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VIDEO | First graduation for Washington County Drug Court

Washington Co., WI – Washington County Drug Treatment Court celebrated its first graduation just two short years after implementing the program introduced by Washington County Judge Todd Martens.

It was April 2019 when Judge Martens made a presentation before the County Board on starting a Drug Treatment Court in Washington County.

“A treatment court is an opportunity to take someone who has been charged with one or more crimes and divert them toward treatment,” said Martens. “If they successfully complete treatment they get the charges dismissed at the end of the diversion.”

drug treatment court

During the court appearance Judge Martens introduced Rae Lynn Lewis, 31, of Richfield.

“We got to know Rae Lynn over the past 15 months and it’s fair to say she had some significant issues… and that’s probably a bit of an understatement,” said Martens. “She has worked hard, made tremendous progress and made fantastic changes to her life.”

Martens talked about the approach to drug court and rather than looking at people in the defendant’s chair or in jail uniforms as problems.

“What we really try to do in treatment court is look at people as people with problems, not problems themselves and Rae Lynn was a great example of this,” he said.

drug treatment

“One thing we forget sometimes is addiction is not an individual disease but a family’s disease,” said Martens.

Lewis’s father then spoke about his daughter who grew up in a positive household but went down a path of bad choices which soon led to addiction.

“We never thought this would happen to any of us,” he said. “The current program offered through Washington County was a big change for her and our family saw hope.”

drug court

Lewis’s father noted some key steps his daughter took to make for change including shedding bad people in her life, dropping social media, wiping her cell phone and refusing to share her number.

“She learned to trust the trustworthy and she confessed without shame her past and verbalized her progress and I’m very proud of her progress,” he said.

Lewis credited the team with helping her succeed. “I wouldn’t have been able to do it without you guys,” she said. “Without that support and having the confidence in me when I didn’t have confidence in myself. Thanks for not giving up on me and always staying on my side.”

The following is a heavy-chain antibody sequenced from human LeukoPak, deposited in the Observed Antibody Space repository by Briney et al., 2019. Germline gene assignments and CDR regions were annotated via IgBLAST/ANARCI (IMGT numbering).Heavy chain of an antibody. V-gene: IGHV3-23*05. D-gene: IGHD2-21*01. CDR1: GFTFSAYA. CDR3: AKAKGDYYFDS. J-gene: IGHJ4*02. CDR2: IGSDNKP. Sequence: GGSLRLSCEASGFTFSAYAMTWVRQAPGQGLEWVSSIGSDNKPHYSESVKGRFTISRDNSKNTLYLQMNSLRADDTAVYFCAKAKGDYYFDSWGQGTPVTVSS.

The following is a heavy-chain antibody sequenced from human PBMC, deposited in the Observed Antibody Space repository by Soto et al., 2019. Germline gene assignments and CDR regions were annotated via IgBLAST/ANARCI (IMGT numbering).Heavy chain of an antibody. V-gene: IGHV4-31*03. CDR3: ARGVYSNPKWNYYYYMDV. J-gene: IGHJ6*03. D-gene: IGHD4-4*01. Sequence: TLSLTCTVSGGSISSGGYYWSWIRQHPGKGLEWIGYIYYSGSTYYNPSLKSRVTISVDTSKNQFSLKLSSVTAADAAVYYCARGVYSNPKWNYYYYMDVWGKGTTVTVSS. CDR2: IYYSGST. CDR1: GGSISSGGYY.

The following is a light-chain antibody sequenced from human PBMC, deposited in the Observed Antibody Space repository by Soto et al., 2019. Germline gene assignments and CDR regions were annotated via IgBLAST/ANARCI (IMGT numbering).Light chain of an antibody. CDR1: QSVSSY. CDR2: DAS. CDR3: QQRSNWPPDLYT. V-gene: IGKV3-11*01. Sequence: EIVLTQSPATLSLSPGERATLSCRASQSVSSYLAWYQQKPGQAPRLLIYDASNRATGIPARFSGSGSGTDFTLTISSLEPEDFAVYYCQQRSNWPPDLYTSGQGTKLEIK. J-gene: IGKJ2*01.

drug treatment court

After Judge Martens presented Lewis with the graduation certificate, he also waived any pending charges. Lewis’s support team then gathered for a photo.

Washington County had a similar program about 13 years ago. “In 2006 Washington County started an OWI Treatment and Diversion program or TAD,” said Martens. “It was a way to get people who had a second offense drunk driving into treatment with the hope they would be less likely to offend later on.”

Out of the 72 counties in Wisconsin, 66 have some form of drug treatment court.

Drug treatment court, according to Martens, is significantly different from TAD in terms of reducing recidivism because there’s much more accountability during the treatment process.

Requirements include regular face-to-face contact with Elevate, evaluation updates, intense outpatient treatments and even inpatient treatments. It also can include medication-assisted treatment and random drug screenings to guarantee a person adheres to absolute sobriety.

Martens said the biggest difference in Drug Court is the actual regular involvement of the courts. “You have continuing regular involvement with a judge, a prosecutor, a defense attorney and a treatment provider,” said Martens. “In this program a person has to come back to court regularly and it can be as often as every week and as a person maintains their sobriety it becomes less frequent.”

Staffing, said Martens, where every case is reviewed weekly, is a large part of the success of the program.

“We consistently stay in people’s business,” he said. “We talk about how things are going with each case and we meet with each person and there are rewards or sanctions administered and it’s all done in a formal courtroom setting. Research suggests that continuing judicial involvement is a critical component in helping people maintain sobriety.”

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